//js.hs-scripts.com/4261871.jsPax South 2018 has come and gone. In my last post, I detailed my convention plans and itinerary. To the surprise of no one, I skipped all my planned panels and spent the day playing board games with friends instead. A weekend well spent!
After wandering the exhibit hall and checking out the Tabletop Indie Showcase, we set up a game of Tzolk’in: The Mayan Calendar. This game surprisingly blew me away and I can see why it’s in the Top 50 on BoardGameGeek. Worker Placement is not my favorite mechanic in gaming, but any game that introduces time as a resource gets a thumbs up! We had 2 veteran players teaching 2 newbies.
In Tznolk’in, players take turns placing workers on spaces on gears or removing some workers for an action. Each space on the gear gives you a different action when you claim your worker. The 5 gears are connected to a central gear, and each round the central gear turns one tick clockwise.
This also ticks up the connected gears. It takes planning and good resource management to be able to execute the actions you actually want, and there seem to be multiple viable strategies to get points. When the central gear ticks around enough times, the game ends.
|Praying to the Gods for big points|
There are a lot of small moving parts and a bit of engine building. The moving gears is visually and strategically wonderful. About 3/4s of the way through the game, I realized no one was making any big pushes up the Temple Track, and ended up winning the game because of the end game bonuses there. It’s a neat game that I will definitely play again if given the chance, but not one that will make it into my collection.
|Not bad for my first game!|
After lunch at a surprisingly average Mexican restaurant on the Riverwalk, we played a new game that a friend bought at the convention: Bargain Quest. Bargain Quest had a successful Kickstarter and had excellent production value. You don’t always get excellent production value from Kickstarter games.
|Selling my magical wares to adventurers.|
Bargain Quest takes a traditional fantasy trope of adventuring heroes and turns it sideways. Instead of playing the powerful mage, sneaky rogue, or fearless fighter, players take on the role of shopkeepers selling magic items to the the adventurers. I love it when games take an easy theme and change it to be fresh. Players acquire their items through a draft. After you draft your items, you set one on display to attract a specific adventurer to your shop. Then, you sell that adventurer what you can from the remaining cards you drafted, and wish them well as they go off to battle the nefarious monster. You get points if your adventurer lands a hit, survives, and/or kills the monster.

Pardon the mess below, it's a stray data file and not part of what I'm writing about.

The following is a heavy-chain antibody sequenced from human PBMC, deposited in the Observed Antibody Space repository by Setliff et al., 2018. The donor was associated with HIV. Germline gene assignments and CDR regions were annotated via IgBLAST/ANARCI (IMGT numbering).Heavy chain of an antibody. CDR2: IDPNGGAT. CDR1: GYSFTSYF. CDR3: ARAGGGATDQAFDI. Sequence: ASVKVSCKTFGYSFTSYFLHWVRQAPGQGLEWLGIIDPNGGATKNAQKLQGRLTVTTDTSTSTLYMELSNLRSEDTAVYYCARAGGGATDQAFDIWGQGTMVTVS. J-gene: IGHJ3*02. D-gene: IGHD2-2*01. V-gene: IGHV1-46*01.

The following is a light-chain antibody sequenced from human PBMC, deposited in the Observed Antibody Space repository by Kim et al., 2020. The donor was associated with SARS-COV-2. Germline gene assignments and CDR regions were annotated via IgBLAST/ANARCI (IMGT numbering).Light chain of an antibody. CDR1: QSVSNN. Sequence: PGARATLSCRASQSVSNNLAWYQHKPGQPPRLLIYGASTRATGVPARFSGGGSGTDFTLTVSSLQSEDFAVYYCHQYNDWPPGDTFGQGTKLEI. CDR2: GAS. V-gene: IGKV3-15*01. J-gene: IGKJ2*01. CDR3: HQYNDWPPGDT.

Bargain Quest has a lot of neat ideas and some mechanics that I really enjoy in other games, but the end product did not fully come together for me. The attract customers mechanic is similar to an idea I never got into testing mode about running a lemonade stand, and drafting is always fun. The only player interaction in the game was reading the draft signals, and I felt there were some missed opportunities for more.
The final game we played was at a demo table for Illimat.
Illimat builds upon the core game of Scopa, a classic Italian card matching game traditionally played with 40 cards. Illimat introduced an extra face cards and a 5th suit for 4 players, some restrictions on when and how to pick up cards, and some new end game scoring. The goal of the game is to collect points. You collect points by capturing the most total cards, having the majority of a particular suit, and a few other ways.
|Illimat, a strangely themed game of card matching and collecting|
There are 4 sections on the board, each with 3 face up cards. On your turn, you play 1 card from your hand, and either collect all the matching number cards from one section, or enough cards to equal the number that you played (You can grab a 2 and a 6 with an 8). You can also build up other cards (playing a 3 on a 6 to form a 9). The rule additions were nice, but I’d rather just play Scopa. We also never really understood the theme of Illimat. A good theme, like a good rug, can really tie the game together. Here, it felt disconnected from the game play.
The highlight of Pax was the Saturday night video game concert. A string quartet played some lovely music from The Legend of Zelda series (complete with ocarina!), Chrono Trigger, Halo, and other games with great soundtracks. It was really enjoyable.
|Some excellent video game music was had by all|
The next act up was Bit Brigade. I had heard of Bit Brigade before; they are a rock band that plays the soundtrack to a game that one of the members is playing live on stage. This concert, they played to the Legend of Zelda on NES. Since that game only has 3 tunes in it, they jammed in as much Zelda music from other games in the series. Man, that is a series with some great music. It was really cool to see the band sync up the Triforce music when the player grabbed the Triforce at the end of each dungeon.
The schedule had Super Mariachi Brothers as an act, but instead of getting serenaded with Mario music, the final act was a rap ensemble. Not my cup of tea, so i left a little early. The Chocobros is a great name though.
Pax South is a fun convention. The crowd size is manageable, the board game area is pretty good, and the there are some great cosplayers. Just Monica from Doki Doki Literature Club made me laugh out loud!
The real highlight was seeing old friends and getting some quality gaming in. See you next year, San Antonio!